Movement Secretary-General Hassan Nasrallah acknowledged this prospect in his speech last Sunday, marking 15 years since Israel’s withdrawal from southern Lebanon.

In the talk, Nasrallah broadened the definition of Hezbollah’s engagement in Syria.

Once, the involvement was expressed in limited sectarian terms (the need to protect the tomb of Sayyida Zeinab in Damascus from desecration).

This justification then gave way to the claimed need to cross the border precisely so as to seal war-torn Syria off from Lebanon and keep the Sunni takfiris (Muslims who accuse other Muslims of apostasy) at bay.

On Sunday, Nasrallah struck an altogether more ambitious tone. Hezbollah, he said, was fighting alongside its “Syrian brothers, alongside the army and the people and the popular resistance in Damascus and Aleppo and Deir al-Zor and Qusair and Hasakeh and Idlib. We are present today in many places, and we will be present in all the places in Syria that this battle requires.”

The list of locations includes areas in Syria’s remote north and east, many hundreds of kilometers from Lebanon (Hasakeh, Deir al-Zor), alongside regions previously seen as locations for the group’s involvement.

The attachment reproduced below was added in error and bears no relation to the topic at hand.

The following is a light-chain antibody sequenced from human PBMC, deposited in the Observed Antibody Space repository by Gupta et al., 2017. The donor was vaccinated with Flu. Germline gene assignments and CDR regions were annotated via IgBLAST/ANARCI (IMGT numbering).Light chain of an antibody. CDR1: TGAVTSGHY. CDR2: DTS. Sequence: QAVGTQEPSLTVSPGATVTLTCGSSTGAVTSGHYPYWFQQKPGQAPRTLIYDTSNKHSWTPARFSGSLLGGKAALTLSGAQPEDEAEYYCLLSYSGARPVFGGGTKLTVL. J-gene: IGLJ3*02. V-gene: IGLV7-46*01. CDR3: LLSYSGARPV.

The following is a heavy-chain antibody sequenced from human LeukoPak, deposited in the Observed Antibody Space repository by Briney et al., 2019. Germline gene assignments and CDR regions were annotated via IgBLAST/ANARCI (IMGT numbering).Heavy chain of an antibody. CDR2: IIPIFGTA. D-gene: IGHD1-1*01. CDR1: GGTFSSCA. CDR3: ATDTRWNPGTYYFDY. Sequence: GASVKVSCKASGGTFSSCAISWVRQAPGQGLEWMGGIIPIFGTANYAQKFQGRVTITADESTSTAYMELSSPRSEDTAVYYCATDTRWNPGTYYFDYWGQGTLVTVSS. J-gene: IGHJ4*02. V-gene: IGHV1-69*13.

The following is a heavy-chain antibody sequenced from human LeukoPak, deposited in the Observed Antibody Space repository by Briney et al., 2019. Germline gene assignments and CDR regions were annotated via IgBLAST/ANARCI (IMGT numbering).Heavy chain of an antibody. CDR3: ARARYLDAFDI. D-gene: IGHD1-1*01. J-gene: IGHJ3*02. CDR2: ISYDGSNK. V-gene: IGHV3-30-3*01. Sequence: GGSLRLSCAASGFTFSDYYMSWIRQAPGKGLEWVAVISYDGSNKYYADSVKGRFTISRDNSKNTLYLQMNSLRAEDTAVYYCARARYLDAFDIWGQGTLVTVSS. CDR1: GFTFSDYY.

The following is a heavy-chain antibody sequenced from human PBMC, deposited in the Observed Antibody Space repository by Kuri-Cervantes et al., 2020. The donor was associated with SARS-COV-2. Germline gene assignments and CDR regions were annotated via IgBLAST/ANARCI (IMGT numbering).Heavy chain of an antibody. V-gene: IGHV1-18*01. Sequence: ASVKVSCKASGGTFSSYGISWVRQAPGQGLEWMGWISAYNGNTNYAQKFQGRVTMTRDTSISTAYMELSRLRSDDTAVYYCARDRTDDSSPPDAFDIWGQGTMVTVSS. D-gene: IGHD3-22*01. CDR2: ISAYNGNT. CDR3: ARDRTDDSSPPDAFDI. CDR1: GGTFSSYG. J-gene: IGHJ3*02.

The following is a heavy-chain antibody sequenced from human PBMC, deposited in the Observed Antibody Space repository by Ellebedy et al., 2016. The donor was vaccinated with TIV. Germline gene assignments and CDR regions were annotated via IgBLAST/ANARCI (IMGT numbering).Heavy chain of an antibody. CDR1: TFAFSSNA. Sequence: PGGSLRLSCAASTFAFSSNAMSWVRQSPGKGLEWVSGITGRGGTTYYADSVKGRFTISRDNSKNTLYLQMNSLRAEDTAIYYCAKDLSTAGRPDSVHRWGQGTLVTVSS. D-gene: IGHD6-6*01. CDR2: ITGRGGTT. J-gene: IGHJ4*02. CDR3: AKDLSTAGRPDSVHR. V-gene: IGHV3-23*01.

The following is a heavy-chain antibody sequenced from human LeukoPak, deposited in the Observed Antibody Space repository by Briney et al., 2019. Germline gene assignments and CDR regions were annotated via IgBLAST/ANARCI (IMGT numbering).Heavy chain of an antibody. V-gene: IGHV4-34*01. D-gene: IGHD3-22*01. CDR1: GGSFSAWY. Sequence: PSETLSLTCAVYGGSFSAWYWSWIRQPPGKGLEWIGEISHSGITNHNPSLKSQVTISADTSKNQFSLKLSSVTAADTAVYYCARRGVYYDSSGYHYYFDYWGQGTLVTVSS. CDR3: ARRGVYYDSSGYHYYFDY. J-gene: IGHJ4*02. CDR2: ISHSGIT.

Nasrallah painted the threat of Islamic State in apocalyptic terms, describing the danger represented by the group as one “unprecedented in history, which targets humanity itself.”

This language fairly clearly appears to be preparing the ground for a larger and deeper deployment of Hezbollah fighters into Syria. Such a deployment will inevitably come at a cost to the movement; only the starkest and most urgent threats of the kind Nasrallah is now invoking could be used to justify it to Hezbollah’s own public.

The problem from Hezbollah’s point of view is that it too does not have inexhaustible sources of manpower.

The movement has lost, according to regional media reports, around 1,000 fighters in Syria since the beginning of its deployment there. At any given time, around 5,000 Hezbollah men are inside the country, with a fairly rapid rotation of manpower. Meanwhile, Hezbollah’s entire force is thought to number around 20,000 fighters.

Faced with a task of strategic magnitude and ever-growing dimensions in Syria, there are indications the movement is being forced to cast its net wider in its search for manpower.

A recent report by Myra Abdullah on the Now Lebanon website (associated with anti-Hezbollah elements in Lebanon) depicted the party offering financial inducements to youths from impoverished areas in the Lebanese Bekaa, in return for their signing up to fight for Hezbollah in Syria.

Now Lebanon quoted sums ranging from $500 to $2,000 as being offered to these young men in return for their enlistment.